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Hurricane hunters kept busy by three storms

Fourteen named storms have formed in the Atlantic so far this year, in a hurricane season just hitting its stride, according to Dennis Feltgen of the National Hurricane Center.

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This NOAA satellite image taken Friday, Sept. 9, at 1:45 PM EDT shows Hurricane Katia located about 385 miles south-southwest of Halifax, Nova Scotia, Tropical Storm Maria, about 135 miles northeast of Barbados, and Tropical Storm Nate, located about 150 miles west of Campeche, Mexico.

Weather Underground/AP

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With Hurricane Katia and Tropical Storms Maria and Nate swirling in the Atlantic and over the Gulf of Mexico, Air Force Reserve hurricane hunters are keeping busy this week, sending planes into all three storms — the maximum capability for the 10 weather-chasing WC-130J aircraft the unit owns.

Pilots, meteorologists and crew from the 53rd Weather Reconnaissance Squadron have been flying the massive planes out of their forward operating base on the island of St. Croix, in the Caribbean, and from their headquarters at Keesler Air Force Base in Biloxi, Miss.

Although Lt. Col. Sean Pierce, director of operations, said that juggling schedules for the 53rd's 10 aircraft and 20 flight crews is certainly a big challenge, he told OurAmazingPlanet the current situation isn't extraordinary. [In the Eye of the Storm: NASA's Hurricane Hunters]

Another day, another storm

"Three storms — it's somewhat routine business for the squadron here," Pierce said. "For us, August through September is race day. You train all year," he said, adding that although hurricane season starts months earlier, the pace of operations picks up dramatically when August arrives.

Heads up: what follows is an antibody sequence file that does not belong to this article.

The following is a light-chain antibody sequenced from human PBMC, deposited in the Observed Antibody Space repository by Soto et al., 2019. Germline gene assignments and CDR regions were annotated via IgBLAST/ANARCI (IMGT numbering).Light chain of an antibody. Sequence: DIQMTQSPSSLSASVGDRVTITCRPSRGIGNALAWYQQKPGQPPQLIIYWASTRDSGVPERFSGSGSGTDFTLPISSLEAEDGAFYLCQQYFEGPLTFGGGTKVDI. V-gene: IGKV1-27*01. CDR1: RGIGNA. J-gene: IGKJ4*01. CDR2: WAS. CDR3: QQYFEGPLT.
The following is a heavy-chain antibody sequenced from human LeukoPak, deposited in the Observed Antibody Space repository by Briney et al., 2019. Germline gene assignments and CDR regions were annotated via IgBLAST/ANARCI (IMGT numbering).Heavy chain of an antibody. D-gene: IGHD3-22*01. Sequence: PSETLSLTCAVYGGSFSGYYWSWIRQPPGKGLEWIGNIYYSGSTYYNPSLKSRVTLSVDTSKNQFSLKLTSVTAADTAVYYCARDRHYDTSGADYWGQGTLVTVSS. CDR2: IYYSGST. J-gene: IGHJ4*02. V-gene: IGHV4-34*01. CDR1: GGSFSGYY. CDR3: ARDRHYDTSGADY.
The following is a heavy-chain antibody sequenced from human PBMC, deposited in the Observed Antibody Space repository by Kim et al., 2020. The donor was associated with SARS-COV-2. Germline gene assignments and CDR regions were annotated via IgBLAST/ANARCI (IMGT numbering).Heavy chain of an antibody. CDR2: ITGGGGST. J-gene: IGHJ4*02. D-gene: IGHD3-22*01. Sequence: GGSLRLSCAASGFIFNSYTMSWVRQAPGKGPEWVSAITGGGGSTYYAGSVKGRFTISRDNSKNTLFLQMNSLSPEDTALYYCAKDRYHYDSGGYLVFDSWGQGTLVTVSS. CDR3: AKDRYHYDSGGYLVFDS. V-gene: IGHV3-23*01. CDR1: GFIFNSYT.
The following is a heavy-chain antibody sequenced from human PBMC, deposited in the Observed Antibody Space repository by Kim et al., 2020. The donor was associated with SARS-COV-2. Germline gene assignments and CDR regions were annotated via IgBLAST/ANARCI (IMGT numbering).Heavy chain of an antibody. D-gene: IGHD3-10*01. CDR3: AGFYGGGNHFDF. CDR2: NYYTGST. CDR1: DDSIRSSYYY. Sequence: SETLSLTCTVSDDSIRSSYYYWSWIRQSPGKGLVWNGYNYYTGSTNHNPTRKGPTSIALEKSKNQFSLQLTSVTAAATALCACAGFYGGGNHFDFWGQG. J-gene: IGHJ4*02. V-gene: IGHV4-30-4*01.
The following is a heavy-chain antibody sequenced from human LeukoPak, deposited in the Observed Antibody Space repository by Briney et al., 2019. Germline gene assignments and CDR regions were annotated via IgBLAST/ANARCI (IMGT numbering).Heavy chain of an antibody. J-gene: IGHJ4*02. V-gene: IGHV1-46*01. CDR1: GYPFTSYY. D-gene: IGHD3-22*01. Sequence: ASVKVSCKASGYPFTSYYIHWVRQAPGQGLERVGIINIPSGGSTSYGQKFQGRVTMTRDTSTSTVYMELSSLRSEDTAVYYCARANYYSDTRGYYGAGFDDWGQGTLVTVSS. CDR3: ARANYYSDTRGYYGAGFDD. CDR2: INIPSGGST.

Fourteen named storms have formed in the Atlantic so far this year, in a hurricane season just hitting its stride, according to Dennis Feltgen of the National Hurricane Center.

"September is the most active month in what is turning out to be a very active season," Feltgen told OurAmazingPlanet.

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The latest storm to burst onto the scene is Tropical Storm Nate, which is lingering over a corner of the southwestern Gulf of Mexico.

Yesterday (Sept. 7), the first flight headed into the storm, flying just 500 feet (152 meters) over the Gulf of Mexico. "We will increase our altitude as storm intensity increases for obvious safety reasons," Pierce said.

The weather officer on board the aircraft saw the telltale signs that indicated the system had rotation; in addition, its winds were whipping along at a brisk 60 mph (97 kph). The information was passed on to the National Hurricane Center, which then radioed back to the crew that it was official: Tropical Storm Nate had been born.

Pierce was aboard the flight. "It was great day for us, actually, because oftentimes you're out there looking and it takes several days," he said, "so we were able to accomplish a lot in one flight."

Storm trouble

It was a welcome change from last week, when the 53rd had to evacuate Keesler Air Force Base planes and personnel to Houston and St. Croix, as Tropical Storm Lee barreled across the United States. Although the storm wasn't forecast to rain down destruction on Biloxi, Pierce said that the high winds would have made it impossible for the 53rd's planes to get off the ground.

"Even though we fly in hurricanes, we can't take off and land in them," Pierce said. And when storms are raging the unit can't decide to just stay home, he added.

Instruments and crew aboard hurricane-hunting aircraft provide information that forecasters can't get any other way. Tropical cyclones — the umbrella term for tropical storms and hurricanes — occur over the ocean, a vast region that lacks the network of weather-sensing instruments available on land. Storms at sea can only be tracked by satellite.

"Satellite technology is not sufficient to penetrate the upper level clouds," Pierce said. "The only way to do that over water is to put an aircraft into the storm environment."

"We need these hurricane hunter aircraft planes," said the NHC's Feltgen, who described what the planes do as essentially performing an MRI of a hurricane. "It's going into the storm to figure out its structure, its strength, and all that data is used in computer models to better track these storms," he said.

Although none of the storms now raging in the Atlantic and the Gulf of Mexico appear to be headed for adirect hit on the continental United States very soon, Feltgen said the Leeward Islands may feel the effects of Maria soon, and that Nate is gaining steam.

"Nate could become a hurricane by Saturday, but as far as where it's going to go, that's anybody's guess right now," Feltgen said, and said that anyone who lives within the reach of a hurricane should always have a plan ready.

Reach Andrea Mustain at amustain@techmedianetwork.com. Follow her on Twitter @AndreaMustain.

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